Now We Know Which Massachusetts Police Departments Are Armored Up

Tanks, Humvees, and even bayonet knives are scattered across the Commonwealth, thanks to the Pentagon's 1033 program.

Data quietly released after more than a year of wrangling finally reveals which Massachusetts police departments have received excess military equipment via a Pentagon program that has drawn scrutiny in recent months.

Inventory spreadsheets show one tank given to Norfolk police and one to the state corrections department in Milford. The list also includes three mine-resistant vehicles worth more than $600,000 each given to police in Haverhill, New Bedford, and Rehoboth in the past year.

The Defense Department’s 1033 program funnels excess military equipment—from office supplies and clothing to weapons and tactical vehicles—to state and local police across the country, all for the price of shipping. The program has doled out $5 billion in equipment since it was signed into existence in 1990. The equipment handouts have attracted considerable criticism since protests in Ferguson, Missouri, splashed images around the world of protesters facing police in military gear.

For months, state officials have insisted that information about which departments got what is not fit for public disclosure, despite many departments’ willingness to disclose and even publicize their hauls. But Massachusetts remained among the handful of states that refused to release detailed inventory spreadsheets in response to public records requests submitted by MuckRock.

State police officials agreed to indicate the county to which equipment was distributed, but not the particular department that received it.

In late November, without any announcement, the Defense Department posted detailed inventories online for the entire country.

The inventories show that Norfolk police received its $200,000 armored personnel carrier in November 2009, while the state corrections department got its tank back in 2000. Norfolk police chief Charles Stone, Jr. says the vehicle has been useful in snowstorms and to traverse rough terrain.

“We have used it to search for subjects who were believed to be in the woods to commit suicide,” says Stone, “and it was used in one incident where an individual had weapons available and he needed to be arrested for domestic assault.”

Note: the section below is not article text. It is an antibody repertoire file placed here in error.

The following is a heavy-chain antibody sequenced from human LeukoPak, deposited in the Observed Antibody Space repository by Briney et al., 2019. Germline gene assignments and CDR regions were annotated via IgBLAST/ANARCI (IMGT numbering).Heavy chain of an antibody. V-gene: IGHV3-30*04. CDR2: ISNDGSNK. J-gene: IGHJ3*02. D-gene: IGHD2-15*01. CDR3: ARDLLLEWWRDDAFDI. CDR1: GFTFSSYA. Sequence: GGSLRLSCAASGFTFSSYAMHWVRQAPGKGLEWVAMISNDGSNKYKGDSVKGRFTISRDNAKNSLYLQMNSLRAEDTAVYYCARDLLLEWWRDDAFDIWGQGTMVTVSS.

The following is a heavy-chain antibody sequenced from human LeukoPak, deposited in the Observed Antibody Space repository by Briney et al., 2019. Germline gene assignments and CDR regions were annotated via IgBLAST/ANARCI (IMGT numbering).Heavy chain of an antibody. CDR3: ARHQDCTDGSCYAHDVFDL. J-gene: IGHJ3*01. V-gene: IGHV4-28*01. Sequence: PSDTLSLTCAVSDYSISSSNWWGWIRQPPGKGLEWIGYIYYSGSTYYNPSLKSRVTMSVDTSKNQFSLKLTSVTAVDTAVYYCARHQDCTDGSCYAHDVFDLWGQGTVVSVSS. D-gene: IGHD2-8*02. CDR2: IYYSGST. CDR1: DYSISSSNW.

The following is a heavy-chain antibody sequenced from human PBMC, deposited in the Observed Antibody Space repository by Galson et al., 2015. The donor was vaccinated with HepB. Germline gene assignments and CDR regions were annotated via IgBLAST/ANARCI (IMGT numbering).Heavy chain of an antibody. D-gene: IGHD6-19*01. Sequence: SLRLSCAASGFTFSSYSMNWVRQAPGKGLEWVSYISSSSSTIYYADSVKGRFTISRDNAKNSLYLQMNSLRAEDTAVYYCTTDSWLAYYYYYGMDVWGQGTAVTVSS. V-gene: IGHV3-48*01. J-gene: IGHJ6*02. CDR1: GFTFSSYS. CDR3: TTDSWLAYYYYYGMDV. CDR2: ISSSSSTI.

Contrary to state police officials’ insistence on keeping its location a secret, the chief said that the tank has been showcased at community events in several towns. Norfolk police also received two Humvees via the 1033 program in 2012.

The state police, which administers the program for Massachusetts, is also one of its best customers. In May 2014, the state police scored a snow removal truck worth more than $500,000, while the previous September brought a $300,000 cargo truck. The state police have also obtained 58 assault rifles and several Humvees.

While Boston police are not enrolled, several departments in Greater Boston have obtained tactical equipment through the 1033 program. In September 2014, Chelsea received 10 M-16 rifles. Cambridge received 25 M-16 rifles in December 2010, while Somerville got 26 M-16s in 2012. Watertown got eight M-14 rifles in 2006.

Since 2008, Revere has taken five Humvees, 20 M-16s, four M-14s, and 30 automatic pistols, plus 15 night vision scopes worth more than $3,000 each. Police in Quincy used the program to obtain seven Humvees in 2012 and ten M-16 rifles in 2006, while Worcester has received a total of 70 rifles and three Humvees.

Much smaller departments also participate, including police at a handful of colleges. UMass-Amherst police received one Humvee in June 2014 and another in 2012. Salem State College received two rifles in 2009, while Wentworth Institute of Technology police took three advanced rifle sights in 2011.

Among the more bizarre tactical equipment giveaways were a shipment of 27 bayonet knives to Clinton police this past August, as well as three mine detection sets awarded to Westport police in March 2011.